SEC officials discuss another potential alternative for using IFRS in the United States

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08 Dec, 2014

At the annual American Institute of Certified Public Accountants (AICPA) Conference on Current SEC and PCAOB Developments, Jim Schnurr, Chief Accountant of the US Securities and Exchange Commission (SEC) and Julie Erhardt, Deputy Chief Accountant of the SEC, discussed the possible path toward IFRS in the United States. Both mentioned potential IFRS alternatives, including the voluntary disclosure of IFRS-based financial reporting information in addition to the US GAAP-based information used for SEC filings.

At the US Chamber of Commerce conference last week, Mr Schnurr outlined three previous alternatives regarding the use of IFRS in the United States, including: (1) the outright adoption of IFRSs, (2) providing US registrants with the option to file IFRS financial statements, and (3) the so-called "condorsement" approach". During today's speech, Mr Schnurr provided an example of how IFRS could be incorporated in the US reporting system:

[W]e understand that some domestic issuers may, now or in the near future, prepare IFRS-based financial information in addition to the U.S. GAAP based information that they use for purposes of SEC filings. However, regulatory constraints may dissuade some issuers from providing this information, as current SEC rules would consider IFRS-based information to be a “non-GAAP” financial measure for a domestic issuer. Should IFRS-based information continue to be considered “non-GAAP” financial measures subject to the requirements for such measures, or should it be thought of differently? Under this line of thinking, issuers that do not believe IFRS-based information would be beneficial to investors would not be forced to undertake what we understand to be, in some cases, significant implementation costs.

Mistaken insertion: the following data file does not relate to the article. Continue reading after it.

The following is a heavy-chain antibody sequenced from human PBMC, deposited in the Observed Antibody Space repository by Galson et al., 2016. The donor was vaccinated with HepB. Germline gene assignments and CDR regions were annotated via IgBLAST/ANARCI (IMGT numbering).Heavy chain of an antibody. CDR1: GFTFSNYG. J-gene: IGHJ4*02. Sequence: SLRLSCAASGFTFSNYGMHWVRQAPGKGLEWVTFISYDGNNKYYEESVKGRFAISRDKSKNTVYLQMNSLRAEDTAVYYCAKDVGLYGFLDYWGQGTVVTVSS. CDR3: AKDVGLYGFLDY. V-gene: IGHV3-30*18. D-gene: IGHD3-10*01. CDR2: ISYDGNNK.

In her speech, Ms Erhardt examined IFRS-readiness of investors, issuers, and securities regulators today compared to 10 years ago, when the SEC staff began to look at whether accepting IFRS financial statements from foreign private issuers without a reconciliation to US GAAP should be recommended to the Commission. She concluded that members of these three groups are ready for the most part; they have sophisticated knowledge and experience with IFRSs though some groups (particularly retail investors) may not be "as comfortable" with IFRS as US GAAP. Ms Ernhardt discussed the SEC staff and its acceptance of IFRS financial statements from foreign private issuers without reconciliation to US GAAP:

I believe . . . that foreign private issuers may be subject to different disclosure requirements from those of U.S. issuers because effectively in exchange for this differential disclosure U.S. investors are able to achieve international diversity in their investment portfolios by buying and selling securities of foreign companies within the protections of the U.S. capital markets system.  As a point of fact I do not think this differential disclosure line of thinking would apply in considering whether to provide an IFRS reporting option to U.S. issuers, although of course other lines of thinking would come into play in considering this. 

Both speakers echoed that the IFRS dialog should continue in the United States. Mr Schnurr stated that he hoped to be ready in the "next few months" to discuss with the SEC Chair and Commissioners all of the alternatives and the related problems and concerns to reach a final recommendation. He stated:

Chair White and I both recognize that any continued uncertainty around IFRS results in uneasiness for investors across the globe. Therefore, it is a priority of mine to bring a recommendation to the Commission in the near future with the hope of resolving, or at least lessening, this uncertainty.

Both speeches are available on the SEC's website:

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